But the discovery of the Cursus pits, the discovery of the solar alignments and of the putative ‘processional’ route, reveals something else as well – something that could potentially turn the accepted chronology of the Stonehenge landscape on its head.

For decades, modern archaeology has held that Stonehenge was a relative latecomer to the area – and that the other large monument in that landscape – the Cursus – pre-dated it by up to 500 years.

However, the implication of the new evidence is that, in a sense, the story may have been the other way round, i.e. that the site of Stonehenge was sacred before the Cursus was built, says Birmingham archaeologist, Dr. Henry Chapman, who has been modelling the alignments on the computerized reconstructions of the Stonehenge landscape

The argument for this is simple, yet persuasive. Because the ‘due south’ noon alignment of the ‘procession’ route’s mid-point could not occur if the Cursus itself had different dimensions, the design of that monument has to have been conceived specifically to attain that mid-point alignment with the centre of Stonehenge.

What’s more, if that is so, the Stonehenge Heel Stone location had to have been of ritual significance before the Cursus pits were dug (because their alignments are as perceived specifically from the Heel Stone).

Those two facts, when taken together, therefore imply that the site, later occupied by the stones of Stonehenge, was already sacred before construction work began on the Cursus. Unless the midday alignment is a pure coincidence (which is unlikely), it  would imply  that the Stonehenge site’s sacred status is at least 500 years older than previously thought – a fact which raises an intriguing possibility.

For 45 years ago, archaeologists found an 8000 BC Mesolithic (‘Middle’ Stone Age) ritual site in what is now Stonehenge’s car park. The five thousand year gap between that Mesolithic sacred site and Stonehenge itself meant that most archaeologists thought that ‘sacred’ continuity between the two was inherently unlikely. But, with the new discoveries, the time gap has potentially narrowed. Indeed, it’s not known for how long the site of Stonehenge was sacred prior to the construction of the Cursus. So, very long term traditions of geographical sanctity in relation to Britain’s and the world’s best known ancient monument, may now need to be considered.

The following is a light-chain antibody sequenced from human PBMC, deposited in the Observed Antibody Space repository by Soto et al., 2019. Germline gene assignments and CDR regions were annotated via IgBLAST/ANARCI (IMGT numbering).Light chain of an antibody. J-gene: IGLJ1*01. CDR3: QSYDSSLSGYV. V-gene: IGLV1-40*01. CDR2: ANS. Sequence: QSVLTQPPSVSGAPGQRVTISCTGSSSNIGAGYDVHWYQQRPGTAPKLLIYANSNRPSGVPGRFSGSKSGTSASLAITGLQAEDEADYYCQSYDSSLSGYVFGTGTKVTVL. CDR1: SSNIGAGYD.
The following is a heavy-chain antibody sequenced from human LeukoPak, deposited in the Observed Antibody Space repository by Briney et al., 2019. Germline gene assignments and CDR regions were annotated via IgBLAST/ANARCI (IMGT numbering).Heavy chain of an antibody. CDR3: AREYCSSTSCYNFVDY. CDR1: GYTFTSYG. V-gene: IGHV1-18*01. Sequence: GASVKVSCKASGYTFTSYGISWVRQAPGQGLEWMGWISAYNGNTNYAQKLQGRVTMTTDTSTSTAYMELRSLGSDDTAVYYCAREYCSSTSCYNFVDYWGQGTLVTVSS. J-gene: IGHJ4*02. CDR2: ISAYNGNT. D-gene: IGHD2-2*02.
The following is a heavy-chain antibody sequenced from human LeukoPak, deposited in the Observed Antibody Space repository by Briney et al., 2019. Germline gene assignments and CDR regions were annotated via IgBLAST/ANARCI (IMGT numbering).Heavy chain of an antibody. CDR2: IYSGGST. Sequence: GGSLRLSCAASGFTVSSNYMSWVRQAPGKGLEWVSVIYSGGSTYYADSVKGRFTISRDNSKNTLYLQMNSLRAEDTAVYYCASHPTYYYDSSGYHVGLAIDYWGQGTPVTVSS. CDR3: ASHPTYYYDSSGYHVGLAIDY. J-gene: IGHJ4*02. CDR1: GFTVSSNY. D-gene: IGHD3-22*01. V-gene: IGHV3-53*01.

The University of Birmingham  Stonehenge area survey – the largest of its type ever carried out anywhere in the world – will take a further two years to complete, says Professor Vince Gaffney, the director the project.

Virtually every square meter in a five square mile area surrounding the world most famous pre-historic monument will be examined geophysically to a depth of  up to two metres, he says.

It’s anticipated that dozens, potentially hundreds of previously unknown sites will be discovered as a result of the operation.

The ongoing discoveries in Stonehenge’s sacred prehistoric landscape – being made by Birmingham’s archaeologists and colleagues from the University of Vienna’s Ludwig Boltzmann Institute – are expected to transform scholars’ understanding of the famous monument’s origins, history and meaning.

Full Article: http://www.independent.co.uk/life-style/history/secret-history-of-stonehenge-revealed-6268237.html

Sponsored by the Stonehenge Tour Company – www.StonehengeTours.com

Merlin @ Stonehenge
The Stonehenge Stone Circle Website








%d bloggers like this: